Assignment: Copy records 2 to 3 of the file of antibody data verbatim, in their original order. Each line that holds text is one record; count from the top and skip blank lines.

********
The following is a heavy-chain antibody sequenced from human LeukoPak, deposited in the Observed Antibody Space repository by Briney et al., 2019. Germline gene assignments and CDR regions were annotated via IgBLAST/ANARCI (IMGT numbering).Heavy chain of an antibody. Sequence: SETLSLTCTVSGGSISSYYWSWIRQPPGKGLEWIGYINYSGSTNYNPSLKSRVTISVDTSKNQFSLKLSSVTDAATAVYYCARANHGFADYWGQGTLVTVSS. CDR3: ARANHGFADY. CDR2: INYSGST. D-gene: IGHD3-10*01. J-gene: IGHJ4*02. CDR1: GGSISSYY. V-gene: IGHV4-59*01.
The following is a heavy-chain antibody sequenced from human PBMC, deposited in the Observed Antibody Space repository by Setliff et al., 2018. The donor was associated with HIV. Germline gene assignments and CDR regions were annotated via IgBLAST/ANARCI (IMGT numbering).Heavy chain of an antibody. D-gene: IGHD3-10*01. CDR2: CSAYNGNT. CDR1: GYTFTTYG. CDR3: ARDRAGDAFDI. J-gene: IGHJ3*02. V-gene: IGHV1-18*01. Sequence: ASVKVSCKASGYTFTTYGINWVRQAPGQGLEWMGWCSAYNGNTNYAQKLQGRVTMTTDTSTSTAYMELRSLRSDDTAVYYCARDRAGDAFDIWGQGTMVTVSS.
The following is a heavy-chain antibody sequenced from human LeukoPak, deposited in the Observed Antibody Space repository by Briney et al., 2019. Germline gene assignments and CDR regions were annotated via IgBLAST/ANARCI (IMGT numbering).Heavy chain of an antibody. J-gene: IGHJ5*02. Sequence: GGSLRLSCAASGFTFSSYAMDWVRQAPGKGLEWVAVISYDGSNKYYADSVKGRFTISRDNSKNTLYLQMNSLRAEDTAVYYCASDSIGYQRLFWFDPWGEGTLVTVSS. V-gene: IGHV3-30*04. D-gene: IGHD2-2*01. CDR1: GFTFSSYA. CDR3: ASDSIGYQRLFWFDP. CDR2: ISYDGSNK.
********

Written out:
The following is a heavy-chain antibody sequenced from human PBMC, deposited in the Observed Antibody Space repository by Setliff et al., 2018. The donor was associated with HIV. Germline gene assignments and CDR regions were annotated via IgBLAST/ANARCI (IMGT numbering).Heavy chain of an antibody. D-gene: IGHD3-10*01. CDR2: CSAYNGNT. CDR1: GYTFTTYG. CDR3: ARDRAGDAFDI. J-gene: IGHJ3*02. V-gene: IGHV1-18*01. Sequence: ASVKVSCKASGYTFTTYGINWVRQAPGQGLEWMGWCSAYNGNTNYAQKLQGRVTMTTDTSTSTAYMELRSLRSDDTAVYYCARDRAGDAFDIWGQGTMVTVSS.
The following is a heavy-chain antibody sequenced from human LeukoPak, deposited in the Observed Antibody Space repository by Briney et al., 2019. Germline gene assignments and CDR regions were annotated via IgBLAST/ANARCI (IMGT numbering).Heavy chain of an antibody. J-gene: IGHJ5*02. Sequence: GGSLRLSCAASGFTFSSYAMDWVRQAPGKGLEWVAVISYDGSNKYYADSVKGRFTISRDNSKNTLYLQMNSLRAEDTAVYYCASDSIGYQRLFWFDPWGEGTLVTVSS. V-gene: IGHV3-30*04. D-gene: IGHD2-2*01. CDR1: GFTFSSYA. CDR3: ASDSIGYQRLFWFDP. CDR2: ISYDGSNK.